Daily Riches: Seeing Your Enemy as a Human In Distress (Susan Edmiston, Leonard Scheff, Thich Nhat Hanh and Cynthia Bourgeault)

“Action taken when I am angry is going to be irrational and probably stupid.” Susan Edmiston, and Leonard Scheff

“In dealing with the emotion that arises when we are attacked, it’s necessary to first allow space for the other person’s anger without reacting. …Deliberately, do not take revenge. In Buddhism, the basic vow is benefiting all beings, not everyone except this particular person. …Your most powerful tool in some situations may be what Thich Nhat Hanh calls ‘compassionate listening.’ ‘Sit quietly and listen with only one purpose: to allow the other person to express himself and find relief from his suffering.’ …When you no longer view the person who directs anger against you as an adversary but as another human being in distress, you have made a good outcome more likely.” Edmiston/Scheff

“Life provides plenty of opportunities for this practice [surrendering to the divine life that lives in us and wants to bubble up in us]; in fact, sometimes it seems as if life is comprised of a ‘twenty-four/seven’ surrender immersion! The problem is, most of the time we’re not aware of it and ‘fall asleep,’ as it’s called in wisdom work: when we brace and tighten and get thrown back into that smaller self. We go unconscious automatically. But if you stay alert and grounded in sensation and are willing to wake up as soon as you realized you’ve started bracing or clinging, then you can use all the adventures and misadventures life throws at you to strengthen and deepen your heart connection—and your Christ connection.” Cynthia Bourgeault

“My dear brothers and sisters, take note of this:
Everyone should be quick to listen,
slow to speak and slow to become angry,
because human anger does not produce
the righteousness that God desires.”
James 1:19-20

Moving From the Head to the Heart

  • Can you “allow space for the other person’s anger” before responding? Do you?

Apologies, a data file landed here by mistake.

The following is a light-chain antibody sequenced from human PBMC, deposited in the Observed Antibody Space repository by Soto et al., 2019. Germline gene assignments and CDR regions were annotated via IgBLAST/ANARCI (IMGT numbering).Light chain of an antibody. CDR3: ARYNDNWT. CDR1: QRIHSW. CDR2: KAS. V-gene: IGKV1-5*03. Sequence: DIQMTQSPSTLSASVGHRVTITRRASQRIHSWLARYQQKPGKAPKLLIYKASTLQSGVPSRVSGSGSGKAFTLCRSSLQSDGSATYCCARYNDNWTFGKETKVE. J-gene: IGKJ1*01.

• How often to you think you succeed at “compassionate listening?” Where could you practice that (at work, with your kids, in your marriage, on social media)?
  • Try to be sensitive to what your body is telling you. Next time you start simmering, stressing or clenching up, let that remind you to recollect your better self. Don’t fight your anger or beat yourself up, just take a deep breath and surrender to the One who lives in you and wants to live through you–and try to learn that as an habitual response.

Abba, remind me often that I’m not to love everyone–except “this particular person.”

For More: The Cow in the Parking Lot by Susan Edmiston and Leonard Scheff

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These “Daily Riches” are for your encouragement as you seek God and God seeks you. I hope you’ll follow/share my blog. Thanks for your interest! – Bill

Daily Riches: Mindfulness – “Now, Here, This” (Ruth Haley Barton, Cynthia Bourgeault and Richard Rohr)

“Discernment is first of all a habit, a way of seeing that eventually  permeates our whole life. It is the journey from spiritual blindness (not seeing God anywhere or seeing him only where we expect to see him) to spiritual sight (finding God everywhere especially where we least expect it.)”  Ruth Haley Barton

“The spiritual life can only be lived in the present moment, in the now. All the great religious traditions insist upon this simple but difficult truth. When we go rushing ahead into the future or shrinking back into the past, we miss the hand of God, which can only touch us in the now.” Cynthia Bourgeault

“Most of Jesus’ contemporaries missed the ‘Real Presence’ that was right in their midst, and most of them were religiously observant people…. They were looking for religion, and he was just a human being.” Richard Rohr

“He came into the very world he created,
but the world didn’t recognize him.
He came to his own people,
and even they rejected him.”
John 1:10, 11

Moving From the Head to the Heart

  • Which describes you – unaware of God, looking for God in expected places, or expecting God everywhere? (Is God ubiquitous or “everywhere present” for you?)
  • We confess God ‘s activity in the past and anticipate God’s activity in the future. Do you expect God to show up in the present? …to “touch you in the now?”
  • Imagine all the people who saw and listened to Jesus when he walked the earth – God in their very midst – who “didn’t recognize him” and even “rejected him.” I wonder how often we fail to recognize him in our day.
  • What practices can you adopt that would help you to be more mindful of the God “in whom you live and move and exist?” (Acts 17:28)

Abba, help me to really “stop, look and listen” as I go through my day. Teach me to be more present to myself, to others and to you.

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For More: Sacred Rhythms: Arranging Our Lives for Spiritual Transformation by Ruth Haley Barton

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The “Daily Riches” from RicherByFar are for your encouragement as you seek after God, and as he seeks after you. My goal is to give you something of uncommon value each day in 400 words or less. I hope you’ll follow my blog, and share it with others. I appreciate your interest!  –  Bill (Psalm 90:14)

“I practice daily what I believe; everything else is religious talk.”